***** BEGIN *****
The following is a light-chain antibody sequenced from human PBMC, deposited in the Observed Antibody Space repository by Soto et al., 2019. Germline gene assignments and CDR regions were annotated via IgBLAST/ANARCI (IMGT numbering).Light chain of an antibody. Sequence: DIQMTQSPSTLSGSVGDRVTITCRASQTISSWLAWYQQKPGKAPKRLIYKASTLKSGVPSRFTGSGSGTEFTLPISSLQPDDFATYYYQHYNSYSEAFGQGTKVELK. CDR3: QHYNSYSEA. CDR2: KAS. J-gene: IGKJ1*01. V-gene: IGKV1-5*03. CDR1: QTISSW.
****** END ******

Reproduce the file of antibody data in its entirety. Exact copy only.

The following is a light-chain antibody sequenced from human PBMC, deposited in the Observed Antibody Space repository by Soto et al., 2019. Germline gene assignments and CDR regions were annotated via IgBLAST/ANARCI (IMGT numbering).Light chain of an antibody. Sequence: DIQMTQSPSTLSGSVGDRVTITCRASQTISSWLAWYQQKPGKAPKRLIYKASTLKSGVPSRFTGSGSGTEFTLPISSLQPDDFATYYYQHYNSYSEAFGQGTKVELK. CDR3: QHYNSYSEA. CDR2: KAS. J-gene: IGKJ1*01. V-gene: IGKV1-5*03. CDR1: QTISSW.